§ Mr. Wilson
To ask the Secretary of State for Scotland if he will make a statement on the implications of the Aberdeen sheriff court judgment of 19 January for fisheries conservation policy.
§ Mr. Lang
The Government are still studying the text of the judgment. Changes may be necessary in the wording of fishing vessel licences and in the basis on which prosecutions for certain categories of offence are brought before the courts. However, alleged breaches of the quotas made to individual vessels by fisheries departments will still be reported for prosecution.
§ Mrs. Margaret Ewing
To ask the Secretary of State for Scotland what consideration he is giving to the ruling by Sheriff Douglas Risk at Aberdeen sheriff court on 19 January that overfishing charges are not a criminal offence under the Sea Fish Conservation Act 1967 as amended by the Sea Fish Licensing Order 1983; what action he intends to take to amend current legislation; and if he will make a statement.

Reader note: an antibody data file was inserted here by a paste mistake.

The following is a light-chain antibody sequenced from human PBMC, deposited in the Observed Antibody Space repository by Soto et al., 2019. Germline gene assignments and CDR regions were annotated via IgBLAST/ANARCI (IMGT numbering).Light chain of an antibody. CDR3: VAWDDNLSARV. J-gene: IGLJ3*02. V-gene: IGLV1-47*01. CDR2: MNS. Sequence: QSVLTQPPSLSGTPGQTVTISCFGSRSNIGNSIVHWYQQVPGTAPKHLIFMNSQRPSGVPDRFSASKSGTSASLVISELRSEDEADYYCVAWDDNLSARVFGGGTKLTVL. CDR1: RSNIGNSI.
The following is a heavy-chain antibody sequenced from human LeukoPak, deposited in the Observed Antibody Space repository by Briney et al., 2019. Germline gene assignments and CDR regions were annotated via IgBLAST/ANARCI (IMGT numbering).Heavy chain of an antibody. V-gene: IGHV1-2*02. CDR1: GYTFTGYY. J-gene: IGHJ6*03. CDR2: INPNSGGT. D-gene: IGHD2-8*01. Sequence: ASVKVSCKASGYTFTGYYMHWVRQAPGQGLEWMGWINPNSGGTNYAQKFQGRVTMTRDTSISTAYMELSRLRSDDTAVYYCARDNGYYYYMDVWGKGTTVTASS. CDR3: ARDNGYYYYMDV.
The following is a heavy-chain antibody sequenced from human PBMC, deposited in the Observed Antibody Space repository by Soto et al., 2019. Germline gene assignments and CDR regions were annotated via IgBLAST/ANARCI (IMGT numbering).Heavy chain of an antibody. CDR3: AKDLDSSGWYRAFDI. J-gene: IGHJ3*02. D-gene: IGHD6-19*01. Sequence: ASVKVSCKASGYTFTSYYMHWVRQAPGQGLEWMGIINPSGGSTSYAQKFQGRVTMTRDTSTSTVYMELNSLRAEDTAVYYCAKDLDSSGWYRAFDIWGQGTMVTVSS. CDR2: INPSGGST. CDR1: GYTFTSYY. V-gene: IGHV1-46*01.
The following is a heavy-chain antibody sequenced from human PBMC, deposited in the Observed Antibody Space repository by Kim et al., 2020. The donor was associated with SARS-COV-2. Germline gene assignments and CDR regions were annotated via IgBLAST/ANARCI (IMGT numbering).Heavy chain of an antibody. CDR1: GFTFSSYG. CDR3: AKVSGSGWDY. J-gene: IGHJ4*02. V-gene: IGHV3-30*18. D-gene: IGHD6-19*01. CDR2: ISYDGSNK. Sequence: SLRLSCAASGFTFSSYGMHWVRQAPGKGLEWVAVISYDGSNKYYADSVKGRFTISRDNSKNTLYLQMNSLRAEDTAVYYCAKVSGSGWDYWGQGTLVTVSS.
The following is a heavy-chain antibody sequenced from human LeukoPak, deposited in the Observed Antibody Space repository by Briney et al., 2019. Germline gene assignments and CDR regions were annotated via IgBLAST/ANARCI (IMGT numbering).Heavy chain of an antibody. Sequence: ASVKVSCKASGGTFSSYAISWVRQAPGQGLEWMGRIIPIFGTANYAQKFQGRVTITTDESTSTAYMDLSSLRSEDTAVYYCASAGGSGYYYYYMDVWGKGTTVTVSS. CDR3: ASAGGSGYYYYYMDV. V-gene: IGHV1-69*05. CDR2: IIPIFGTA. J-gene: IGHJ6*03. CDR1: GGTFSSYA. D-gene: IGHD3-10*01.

§ Mr. Lang
The sheriff found that exceeding the allocation made in respect of an individual vessel should be regarded as a contravention of the limitations of fishing vessel licences under section 4(5) of the Sea Fish Conservation Act 1967, rather than a contravention of the842W conditions included in fishing vessel licences under section 4(6) of the above Act. He further found that section 4(6) of the Act could not be regarded as subsuming section 4(5). This judgment has implications for the wording of fishing vessel licences and for the basis on which certain kinds of prosecutions are brought, and the Government are considering these urgently. However, alleged breaches of the quotas made to individual vessels by fisheries departments will still be reported for prosecution. In his judgment, the sheriff acknowledged that prosecutions might be brought under different subsections of the Act or that other steps might be taken to ensure that allocations are adhered to.